If God is omnipotent—that is, He has all the power—then why do bad things happen? This question gets restated in a hundred different ways. Why do bad people get their way? Why do bad things happen to good people? Why do good things happen to bad people? Can God prevent bad things from happening? Or does He want bad things to happen and so He lets them happen? And if He doesn’t want bad things to happen, then why doesn’t He stop bad things from happening? Is something preventing Him from stopping bad things? Is He really omnipotent?
These questions seem like a lot to handle, especially when tough times are upon us. It’s one thing to address these questions from afar, but it’s another to deal with them in the midst of struggle. But the answer to this question is nowhere near as complicated as we might think. In fact, the two components we need to answer it directly are the following:
- COMPONENT #1: Humans are made in God’s image and are therefore entrusted with power and authority to rule over the earth.
- COMPONENT #2: Humans have been granted free will to use the power and authority God has given them in whatever way they choose.
Combine these two components together and you get the answer as to why bad things happen: God grants all human beings power and authority and does not set restrictions on how we use it. We can exert our rule over creation in good ways by tending the ground, designing beautiful gardens, taking care of the animals, and by creating renewable energies and resources—all of this is within the God-given power entrusted to us. But we can also do the opposite. We can use this same power to burn down rainforests, rip apart habitats, treat animals as nothing more than food, drive species into extinction, and suck the earth dry of its elements. We are powerful beings. And we have a choice as to if we’ll use the power God has entrusted to us for good or for bad. We can abuse the earth with our power and we can abuse other humans with our power.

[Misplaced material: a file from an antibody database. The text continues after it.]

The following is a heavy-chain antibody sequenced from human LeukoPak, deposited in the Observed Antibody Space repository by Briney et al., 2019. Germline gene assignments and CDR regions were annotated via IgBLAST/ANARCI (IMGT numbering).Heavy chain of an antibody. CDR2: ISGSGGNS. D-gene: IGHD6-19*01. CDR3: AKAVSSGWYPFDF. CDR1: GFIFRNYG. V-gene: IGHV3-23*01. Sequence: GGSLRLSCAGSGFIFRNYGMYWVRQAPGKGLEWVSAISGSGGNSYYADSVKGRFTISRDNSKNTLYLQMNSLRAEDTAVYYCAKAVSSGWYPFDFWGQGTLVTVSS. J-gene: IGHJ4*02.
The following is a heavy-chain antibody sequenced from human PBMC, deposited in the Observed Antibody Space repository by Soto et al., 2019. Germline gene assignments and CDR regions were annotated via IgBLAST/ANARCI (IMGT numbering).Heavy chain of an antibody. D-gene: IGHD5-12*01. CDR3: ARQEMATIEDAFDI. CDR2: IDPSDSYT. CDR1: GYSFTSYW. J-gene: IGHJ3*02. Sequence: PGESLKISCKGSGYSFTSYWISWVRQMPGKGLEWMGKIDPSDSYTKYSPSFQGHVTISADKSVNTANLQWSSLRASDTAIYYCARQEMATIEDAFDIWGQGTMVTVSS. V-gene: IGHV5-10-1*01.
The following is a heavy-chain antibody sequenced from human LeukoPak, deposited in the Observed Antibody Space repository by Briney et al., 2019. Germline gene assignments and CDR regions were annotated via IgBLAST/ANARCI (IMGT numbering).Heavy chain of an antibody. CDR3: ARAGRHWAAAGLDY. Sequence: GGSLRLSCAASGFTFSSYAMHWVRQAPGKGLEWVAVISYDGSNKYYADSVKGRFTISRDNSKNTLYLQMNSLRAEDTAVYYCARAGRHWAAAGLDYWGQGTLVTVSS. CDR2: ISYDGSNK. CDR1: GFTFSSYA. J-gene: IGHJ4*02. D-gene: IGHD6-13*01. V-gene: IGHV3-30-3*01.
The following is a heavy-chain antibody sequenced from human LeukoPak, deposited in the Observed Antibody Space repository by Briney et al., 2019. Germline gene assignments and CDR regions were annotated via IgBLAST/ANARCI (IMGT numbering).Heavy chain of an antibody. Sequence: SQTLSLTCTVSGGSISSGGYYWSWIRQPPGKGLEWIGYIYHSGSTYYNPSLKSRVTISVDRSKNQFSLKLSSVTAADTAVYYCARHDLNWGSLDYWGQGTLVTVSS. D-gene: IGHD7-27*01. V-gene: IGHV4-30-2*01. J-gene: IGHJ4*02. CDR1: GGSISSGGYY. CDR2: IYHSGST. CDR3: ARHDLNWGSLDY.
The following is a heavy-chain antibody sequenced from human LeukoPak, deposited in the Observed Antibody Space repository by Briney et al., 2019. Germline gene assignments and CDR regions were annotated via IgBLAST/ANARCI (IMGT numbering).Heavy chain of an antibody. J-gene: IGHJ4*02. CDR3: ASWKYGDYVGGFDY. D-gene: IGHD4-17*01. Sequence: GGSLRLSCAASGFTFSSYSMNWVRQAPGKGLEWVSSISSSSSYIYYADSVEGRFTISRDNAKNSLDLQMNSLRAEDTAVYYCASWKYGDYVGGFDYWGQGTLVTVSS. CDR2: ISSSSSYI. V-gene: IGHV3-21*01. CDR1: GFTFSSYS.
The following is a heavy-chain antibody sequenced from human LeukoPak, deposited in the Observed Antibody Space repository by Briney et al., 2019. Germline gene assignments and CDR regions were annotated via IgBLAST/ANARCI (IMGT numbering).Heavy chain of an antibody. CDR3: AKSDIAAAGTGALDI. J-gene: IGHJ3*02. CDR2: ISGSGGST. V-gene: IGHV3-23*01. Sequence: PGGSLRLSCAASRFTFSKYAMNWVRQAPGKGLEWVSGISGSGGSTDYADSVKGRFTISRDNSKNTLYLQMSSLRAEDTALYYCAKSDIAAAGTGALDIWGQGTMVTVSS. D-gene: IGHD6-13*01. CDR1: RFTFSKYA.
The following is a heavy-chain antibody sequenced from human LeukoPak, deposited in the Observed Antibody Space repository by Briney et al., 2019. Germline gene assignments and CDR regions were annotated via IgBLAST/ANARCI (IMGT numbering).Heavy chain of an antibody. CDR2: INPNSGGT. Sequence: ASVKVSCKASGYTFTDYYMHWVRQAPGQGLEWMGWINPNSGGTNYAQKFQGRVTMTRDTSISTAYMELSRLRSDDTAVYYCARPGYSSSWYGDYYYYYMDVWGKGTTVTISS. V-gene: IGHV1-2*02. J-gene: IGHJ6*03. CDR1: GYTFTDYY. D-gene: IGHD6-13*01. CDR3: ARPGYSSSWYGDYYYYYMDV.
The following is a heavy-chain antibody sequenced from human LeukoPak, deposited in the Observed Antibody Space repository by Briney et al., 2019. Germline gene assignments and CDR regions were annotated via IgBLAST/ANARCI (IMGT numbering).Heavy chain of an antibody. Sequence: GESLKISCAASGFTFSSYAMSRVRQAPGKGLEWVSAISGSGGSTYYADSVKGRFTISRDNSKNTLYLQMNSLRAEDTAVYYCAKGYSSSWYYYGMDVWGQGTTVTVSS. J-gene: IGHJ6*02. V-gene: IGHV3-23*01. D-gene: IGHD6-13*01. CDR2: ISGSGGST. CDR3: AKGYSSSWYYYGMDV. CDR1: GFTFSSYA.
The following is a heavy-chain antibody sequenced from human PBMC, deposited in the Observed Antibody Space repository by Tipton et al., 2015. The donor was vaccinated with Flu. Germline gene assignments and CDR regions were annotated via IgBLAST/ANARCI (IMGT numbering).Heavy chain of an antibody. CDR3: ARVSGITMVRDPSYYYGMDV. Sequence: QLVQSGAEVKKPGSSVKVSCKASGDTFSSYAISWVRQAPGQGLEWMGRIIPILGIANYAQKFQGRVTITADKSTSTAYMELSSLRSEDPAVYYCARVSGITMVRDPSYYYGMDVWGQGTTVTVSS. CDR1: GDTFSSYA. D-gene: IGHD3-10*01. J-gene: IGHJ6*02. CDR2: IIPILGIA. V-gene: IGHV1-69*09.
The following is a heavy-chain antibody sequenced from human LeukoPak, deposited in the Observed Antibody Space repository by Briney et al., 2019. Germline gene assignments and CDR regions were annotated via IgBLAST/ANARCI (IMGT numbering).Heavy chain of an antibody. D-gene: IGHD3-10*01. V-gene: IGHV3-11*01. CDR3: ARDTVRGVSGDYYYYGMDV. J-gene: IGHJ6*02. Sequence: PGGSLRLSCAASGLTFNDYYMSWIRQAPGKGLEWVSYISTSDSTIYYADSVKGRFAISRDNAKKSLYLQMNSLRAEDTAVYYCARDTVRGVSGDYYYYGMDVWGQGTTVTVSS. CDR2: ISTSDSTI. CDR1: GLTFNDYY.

Furthermore, God also anoints certain humans with greater authority like some of the kings and leaders in the Bible, and we can only hope that they’ll use their greater power for good—though the Bible shows us time and time again that that’s just not the case. Humanity is a race entrusted with power and we are given the free will to abuse that power if we choose. And when we do, bad things happen.
So again, we have to ask the question: If God has omnipotence, why doesn’t He just stop all bad things from happening? Well, outside of the answer found in free will, we must also acknowledge the framework within which God has created our world. As we look at Scripture, reason and experience, it becomes clear that God’s framework is to grant power and not necessarily take it away simply because it’s used incorrectly. After all, the only human with zero power and authority is a dead one since all humans have some power just by being a human, and it’s clear that God doesn’t just kill people off for doing bad things—otherwise we’d all be dead.
Our loving God is gracious enough to wait for even the worst of the worst to be redeemed and use their power for good. Could He take their life to stop them? Yes, and the Scriptures show that He has done that before. But our experience shows that this is not typically the way in which He works. Rather, He usually entrusts us with power and then lets us decide how we will use it. We don’t necessarily need to know why this is, but we do have to understand that this is His general framework. When we grasp this, the question of, “Why do bad things happen?” ends up not reflecting on God, but on humanity.